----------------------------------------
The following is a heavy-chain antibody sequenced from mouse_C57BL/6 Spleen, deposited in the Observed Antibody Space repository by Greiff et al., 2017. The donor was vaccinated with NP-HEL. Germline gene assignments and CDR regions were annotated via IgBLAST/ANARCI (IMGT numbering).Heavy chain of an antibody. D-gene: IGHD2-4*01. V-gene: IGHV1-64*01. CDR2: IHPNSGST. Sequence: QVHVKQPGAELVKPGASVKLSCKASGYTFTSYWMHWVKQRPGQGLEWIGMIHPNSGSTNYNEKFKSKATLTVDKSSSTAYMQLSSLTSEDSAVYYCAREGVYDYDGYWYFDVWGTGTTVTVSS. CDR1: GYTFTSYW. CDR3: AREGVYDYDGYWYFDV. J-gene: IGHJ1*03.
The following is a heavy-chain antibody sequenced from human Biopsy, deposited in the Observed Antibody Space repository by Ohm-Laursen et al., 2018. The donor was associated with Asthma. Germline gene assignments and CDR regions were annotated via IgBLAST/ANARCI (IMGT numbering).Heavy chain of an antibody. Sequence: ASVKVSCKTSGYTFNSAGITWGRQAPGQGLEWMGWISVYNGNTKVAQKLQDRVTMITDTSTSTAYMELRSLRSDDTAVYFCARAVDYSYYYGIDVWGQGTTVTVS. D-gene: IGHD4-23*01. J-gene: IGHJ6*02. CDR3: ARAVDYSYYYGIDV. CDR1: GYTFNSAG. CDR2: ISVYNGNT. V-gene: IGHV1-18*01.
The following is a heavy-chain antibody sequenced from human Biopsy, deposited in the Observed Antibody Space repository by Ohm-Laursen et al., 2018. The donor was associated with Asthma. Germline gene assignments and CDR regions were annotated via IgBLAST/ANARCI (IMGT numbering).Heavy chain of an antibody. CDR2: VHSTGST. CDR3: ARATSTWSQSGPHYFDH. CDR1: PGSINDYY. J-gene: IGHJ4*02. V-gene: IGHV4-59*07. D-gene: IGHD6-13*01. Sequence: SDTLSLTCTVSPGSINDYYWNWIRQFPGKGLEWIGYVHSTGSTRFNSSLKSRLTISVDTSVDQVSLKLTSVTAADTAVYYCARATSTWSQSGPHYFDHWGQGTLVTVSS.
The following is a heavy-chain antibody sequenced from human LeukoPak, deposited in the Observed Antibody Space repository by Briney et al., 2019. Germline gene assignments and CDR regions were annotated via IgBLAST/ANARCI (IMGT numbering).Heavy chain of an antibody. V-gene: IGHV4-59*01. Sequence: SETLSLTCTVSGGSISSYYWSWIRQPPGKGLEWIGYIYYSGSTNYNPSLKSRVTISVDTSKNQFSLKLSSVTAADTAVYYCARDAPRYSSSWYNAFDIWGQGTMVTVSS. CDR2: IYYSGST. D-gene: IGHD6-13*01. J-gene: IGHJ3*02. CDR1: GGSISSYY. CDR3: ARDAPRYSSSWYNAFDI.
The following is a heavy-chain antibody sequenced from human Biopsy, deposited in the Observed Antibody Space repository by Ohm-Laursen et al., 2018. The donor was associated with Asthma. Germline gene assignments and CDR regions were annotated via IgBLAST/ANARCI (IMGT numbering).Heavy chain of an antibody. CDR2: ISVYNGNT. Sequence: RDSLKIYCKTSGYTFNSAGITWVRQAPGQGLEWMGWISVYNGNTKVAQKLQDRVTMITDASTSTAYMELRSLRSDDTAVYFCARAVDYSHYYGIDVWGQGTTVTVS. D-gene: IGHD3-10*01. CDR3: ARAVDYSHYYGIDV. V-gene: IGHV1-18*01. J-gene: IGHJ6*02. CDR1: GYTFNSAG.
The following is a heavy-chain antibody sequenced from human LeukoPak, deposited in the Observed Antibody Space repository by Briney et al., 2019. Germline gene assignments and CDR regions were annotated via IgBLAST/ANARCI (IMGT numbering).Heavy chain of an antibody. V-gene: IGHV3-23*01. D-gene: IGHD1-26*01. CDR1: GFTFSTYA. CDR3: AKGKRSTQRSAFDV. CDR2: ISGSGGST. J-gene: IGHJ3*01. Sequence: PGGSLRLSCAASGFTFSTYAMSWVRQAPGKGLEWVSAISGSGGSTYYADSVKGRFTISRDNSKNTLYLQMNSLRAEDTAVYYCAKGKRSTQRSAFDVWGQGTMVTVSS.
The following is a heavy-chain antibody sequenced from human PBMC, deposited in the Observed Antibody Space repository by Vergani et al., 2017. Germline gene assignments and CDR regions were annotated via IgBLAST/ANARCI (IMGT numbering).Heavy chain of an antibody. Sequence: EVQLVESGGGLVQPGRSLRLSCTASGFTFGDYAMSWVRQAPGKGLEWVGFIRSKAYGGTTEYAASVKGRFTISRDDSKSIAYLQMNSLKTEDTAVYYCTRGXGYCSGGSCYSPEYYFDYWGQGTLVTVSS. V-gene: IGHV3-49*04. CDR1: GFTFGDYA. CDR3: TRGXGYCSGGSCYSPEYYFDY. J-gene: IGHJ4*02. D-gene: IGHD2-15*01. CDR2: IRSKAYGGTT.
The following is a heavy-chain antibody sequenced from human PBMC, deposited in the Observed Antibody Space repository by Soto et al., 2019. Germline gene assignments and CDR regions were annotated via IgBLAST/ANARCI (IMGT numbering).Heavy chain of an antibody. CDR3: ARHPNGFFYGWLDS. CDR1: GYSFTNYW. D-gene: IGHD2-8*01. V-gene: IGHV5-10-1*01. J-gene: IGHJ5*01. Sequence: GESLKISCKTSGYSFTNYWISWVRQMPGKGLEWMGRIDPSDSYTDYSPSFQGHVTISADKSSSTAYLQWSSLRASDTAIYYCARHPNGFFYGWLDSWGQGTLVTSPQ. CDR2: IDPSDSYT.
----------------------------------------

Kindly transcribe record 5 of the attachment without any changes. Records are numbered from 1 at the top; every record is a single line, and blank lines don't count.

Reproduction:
The following is a heavy-chain antibody sequenced from human Biopsy, deposited in the Observed Antibody Space repository by Ohm-Laursen et al., 2018. The donor was associated with Asthma. Germline gene assignments and CDR regions were annotated via IgBLAST/ANARCI (IMGT numbering).Heavy chain of an antibody. CDR2: ISVYNGNT. Sequence: RDSLKIYCKTSGYTFNSAGITWVRQAPGQGLEWMGWISVYNGNTKVAQKLQDRVTMITDASTSTAYMELRSLRSDDTAVYFCARAVDYSHYYGIDVWGQGTTVTVS. D-gene: IGHD3-10*01. CDR3: ARAVDYSHYYGIDV. V-gene: IGHV1-18*01. J-gene: IGHJ6*02. CDR1: GYTFNSAG.